In terms of pure CPU power, the M1 Max has the clear advantage over the M1 Pro. If that's not a priority for you, the M1 Pro should still be more than powerful enough for your needs. 

M1 Pro vs M1 Max: GPU

If you care about graphical processing power for video editing, game development, or playing the latest games, the GPUs in the M1 Pro and M1 Max are pretty exciting.

The M1 Pro can have up to a 16-core GPU that's up to twice as fast as what we saw on the M1, and that was already pretty remarkable for basic gaming and video work.

MacBook Pro 2021 at Apple event

(Image credit: Apple event via YouTube)

But the M1 Max really shines in this category because it's available with up to a 32-core GPU, and Apple claims it can deliver up to 4x faster graphics performance than the M1. Given how impressed we were with the performance of the M1 in 2020, the M1 Max promises to deliver unprecedented graphical processing power for a mobile chip.

So if graphical muscle is important to you, there's no question the M1 Max is the better choice.

M1 Pro vs M1 Max: Video editing features

Both the M1 Pro and M1 Max have a few unique feature aimed squarely at video professionals, and while the two chips are mostly identical there are a few key differences you should know about.

Both chips have dedicated encode and decode media engines specifically designed to help speed up video work like rendering. But while the M1 Pro has just one of each, the M1 Max has one dedicated decode engine and two dedicated encode engines, meaning it's much faster at video encoding. It also has two ProRes accelerators, which for ProRes users means even better performance.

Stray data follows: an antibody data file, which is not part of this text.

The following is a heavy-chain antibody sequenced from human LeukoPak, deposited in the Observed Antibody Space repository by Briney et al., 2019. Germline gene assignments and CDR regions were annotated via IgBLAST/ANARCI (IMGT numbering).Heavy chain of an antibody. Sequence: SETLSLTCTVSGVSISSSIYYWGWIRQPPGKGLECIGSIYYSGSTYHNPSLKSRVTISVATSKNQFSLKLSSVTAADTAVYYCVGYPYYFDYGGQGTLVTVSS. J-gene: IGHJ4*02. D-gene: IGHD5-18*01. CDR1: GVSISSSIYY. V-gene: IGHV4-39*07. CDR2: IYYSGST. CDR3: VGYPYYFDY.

In terms of output performance, Apple claims the M1 Pro can deliver up to 20 streams of 4K ProRes video playback, whereas the M1 Max promises up to 7 streams of 8K ProRes video playback. So if you're a video editor who really wants to push the limits of what you can do with a MacBook Pro, the M1 Max is probably for you.

Also, if you work with multiple monitors take note that the M1 Pro only supports two external displays, while the M1 Max supports four.

M1 Pro vs M1 Max: Outlook 

Both M1 Pro and M1 Max chips offer a sizable improvement over the already impressive M1, but the M1 Max seems like the clear winner. 

That isn’t to say the other two chips aren’t without merit: Apple’s M1-powered hardware hasn’t been rendered obsolete because of these new chips, and those who want a laptop for basic day-to-day functions will be fine with M1 Macs. 

But early adopters and those wanting the most powerful piece of Apple silicon yet made now have two great options available in the new 14-inch and 16-inch 221 MacBook Pros. We can't wait to get some in for ourselves so we can test how much faster these new M1 chips really are, but based on what we know so far it's clear the M1 Max is the bigger, beefier — and more expensive — chip.

Tony Polanco

Tony is a computing writer at Tom’s Guide covering laptops, tablets, Windows, and iOS. During his off-hours, Tony enjoys reading comic books, playing video games, reading speculative fiction novels, and spending too much time on Twitter. His non-nerdy pursuits involve attending Hard Rock/Heavy Metal concerts and going to NYC bars with friends and colleagues. His work has appeared in publications such as Laptop Mag, PC Mag, and various independent gaming sites.